If a flammable gas, for exemple methane, burns on the surface of a pellistore, this reaction will cause water and carbon dioxide. They distances from the sensor and they won't cause any damage. Many flammable gases have the same behavior when they burns. But not all flammable gases behave in this way: some of them produce solid substances which sediment on the sensitive element and they cause its gradual covering, while others produce chemical substances which are very corrosive and they damage the sensor. The permanent damage that happens in this case is called " poisoning".
Other gases cause a sensor damage which can be reactivate by exposing it to fresh air: this phenomenon is called "inhibition". Many of the most common cases of industrial poisoning are caused by silicones. When silicon burns it create silicons, whose poisoning originate a strong zero drift and a strong reduction of sensitivity. The most common substances which cause pellistore sensor poisoning and/or inhibition are:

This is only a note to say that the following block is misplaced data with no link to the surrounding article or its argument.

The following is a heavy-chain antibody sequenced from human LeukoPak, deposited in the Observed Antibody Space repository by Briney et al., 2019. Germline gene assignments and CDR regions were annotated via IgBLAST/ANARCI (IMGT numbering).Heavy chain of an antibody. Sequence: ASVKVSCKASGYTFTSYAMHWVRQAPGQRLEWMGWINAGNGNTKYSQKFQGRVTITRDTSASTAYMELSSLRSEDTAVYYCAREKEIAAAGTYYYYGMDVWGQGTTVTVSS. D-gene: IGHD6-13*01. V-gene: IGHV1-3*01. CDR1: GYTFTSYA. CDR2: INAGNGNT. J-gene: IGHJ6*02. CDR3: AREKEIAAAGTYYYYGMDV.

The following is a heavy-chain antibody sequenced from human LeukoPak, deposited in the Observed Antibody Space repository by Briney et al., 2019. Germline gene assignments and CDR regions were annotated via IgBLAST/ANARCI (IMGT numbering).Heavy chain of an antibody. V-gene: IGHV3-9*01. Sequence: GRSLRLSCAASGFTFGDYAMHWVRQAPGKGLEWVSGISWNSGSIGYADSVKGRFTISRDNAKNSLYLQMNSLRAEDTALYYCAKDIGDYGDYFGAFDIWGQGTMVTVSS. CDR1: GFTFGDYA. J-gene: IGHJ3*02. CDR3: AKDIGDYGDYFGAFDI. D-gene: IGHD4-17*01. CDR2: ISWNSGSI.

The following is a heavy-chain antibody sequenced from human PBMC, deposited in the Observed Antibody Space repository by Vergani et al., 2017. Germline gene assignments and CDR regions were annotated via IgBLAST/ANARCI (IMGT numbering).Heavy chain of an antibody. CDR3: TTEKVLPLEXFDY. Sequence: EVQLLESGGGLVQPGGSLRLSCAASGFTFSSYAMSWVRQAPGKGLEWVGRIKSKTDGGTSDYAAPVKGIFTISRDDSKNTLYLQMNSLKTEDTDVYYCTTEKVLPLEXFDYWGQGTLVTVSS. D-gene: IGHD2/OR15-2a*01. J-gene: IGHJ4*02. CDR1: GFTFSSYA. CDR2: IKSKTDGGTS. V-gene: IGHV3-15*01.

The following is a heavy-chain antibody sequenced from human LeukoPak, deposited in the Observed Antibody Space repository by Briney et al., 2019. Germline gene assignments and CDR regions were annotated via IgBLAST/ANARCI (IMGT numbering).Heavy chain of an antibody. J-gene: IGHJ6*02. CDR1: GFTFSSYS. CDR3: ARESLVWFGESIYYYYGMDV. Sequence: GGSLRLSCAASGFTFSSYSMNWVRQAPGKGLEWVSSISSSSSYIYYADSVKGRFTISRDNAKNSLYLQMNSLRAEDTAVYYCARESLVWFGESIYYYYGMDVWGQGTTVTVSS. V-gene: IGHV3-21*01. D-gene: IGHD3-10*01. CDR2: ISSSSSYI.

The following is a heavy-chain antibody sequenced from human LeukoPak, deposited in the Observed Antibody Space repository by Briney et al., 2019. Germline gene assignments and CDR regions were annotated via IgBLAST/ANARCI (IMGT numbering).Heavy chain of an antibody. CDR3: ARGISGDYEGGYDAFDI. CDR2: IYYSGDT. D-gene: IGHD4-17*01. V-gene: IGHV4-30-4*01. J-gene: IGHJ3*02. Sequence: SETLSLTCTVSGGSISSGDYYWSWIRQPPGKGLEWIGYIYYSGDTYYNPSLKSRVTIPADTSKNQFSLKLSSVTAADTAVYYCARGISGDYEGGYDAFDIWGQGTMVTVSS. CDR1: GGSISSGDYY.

Unsaturated Hydrocarbons (which contain C=C doble or triple bond)
These last have the effect to polymerize on the sensor, stopping its working. We want to point out that you don't need high concentrations to damage the sensors: they can be poisoned even with a few ppm (part per million). The concentration only determines the damage velocity: the higher is the substance poisoning concentration, the quicker will be the damage to the sensitive element. Since this deterioration is caused by chemical aggressions or by other reasons which always derive from the combustion process, it is better to use, with sensors which detect fammable gases with optical instruments, infrared sensors. They have limits too, but if the gases to be detected belong to their working field and the conditions of the environment are compatible, this is the only solution worth to be adopted.